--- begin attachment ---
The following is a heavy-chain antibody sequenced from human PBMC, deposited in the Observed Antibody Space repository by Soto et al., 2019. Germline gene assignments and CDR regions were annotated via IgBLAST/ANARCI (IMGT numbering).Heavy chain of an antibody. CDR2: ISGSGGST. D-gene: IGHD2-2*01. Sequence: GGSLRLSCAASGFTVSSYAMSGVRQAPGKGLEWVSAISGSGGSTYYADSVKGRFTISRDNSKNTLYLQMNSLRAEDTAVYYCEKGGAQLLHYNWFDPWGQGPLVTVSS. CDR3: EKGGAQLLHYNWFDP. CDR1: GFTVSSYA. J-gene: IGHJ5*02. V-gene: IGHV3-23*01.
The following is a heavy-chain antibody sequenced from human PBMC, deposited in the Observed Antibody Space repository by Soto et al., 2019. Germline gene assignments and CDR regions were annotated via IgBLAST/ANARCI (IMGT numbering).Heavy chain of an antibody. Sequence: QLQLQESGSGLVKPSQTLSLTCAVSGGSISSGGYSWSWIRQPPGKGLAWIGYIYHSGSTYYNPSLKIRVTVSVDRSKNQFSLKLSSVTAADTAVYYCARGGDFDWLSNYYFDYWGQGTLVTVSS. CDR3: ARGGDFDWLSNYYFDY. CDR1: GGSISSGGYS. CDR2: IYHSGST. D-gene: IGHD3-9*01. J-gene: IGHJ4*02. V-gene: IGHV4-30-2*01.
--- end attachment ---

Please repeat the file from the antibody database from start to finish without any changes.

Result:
The following is a heavy-chain antibody sequenced from human PBMC, deposited in the Observed Antibody Space repository by Soto et al., 2019. Germline gene assignments and CDR regions were annotated via IgBLAST/ANARCI (IMGT numbering).Heavy chain of an antibody. CDR2: ISGSGGST. D-gene: IGHD2-2*01. Sequence: GGSLRLSCAASGFTVSSYAMSGVRQAPGKGLEWVSAISGSGGSTYYADSVKGRFTISRDNSKNTLYLQMNSLRAEDTAVYYCEKGGAQLLHYNWFDPWGQGPLVTVSS. CDR3: EKGGAQLLHYNWFDP. CDR1: GFTVSSYA. J-gene: IGHJ5*02. V-gene: IGHV3-23*01.
The following is a heavy-chain antibody sequenced from human PBMC, deposited in the Observed Antibody Space repository by Soto et al., 2019. Germline gene assignments and CDR regions were annotated via IgBLAST/ANARCI (IMGT numbering).Heavy chain of an antibody. Sequence: QLQLQESGSGLVKPSQTLSLTCAVSGGSISSGGYSWSWIRQPPGKGLAWIGYIYHSGSTYYNPSLKIRVTVSVDRSKNQFSLKLSSVTAADTAVYYCARGGDFDWLSNYYFDYWGQGTLVTVSS. CDR3: ARGGDFDWLSNYYFDY. CDR1: GGSISSGGYS. CDR2: IYHSGST. D-gene: IGHD3-9*01. J-gene: IGHJ4*02. V-gene: IGHV4-30-2*01.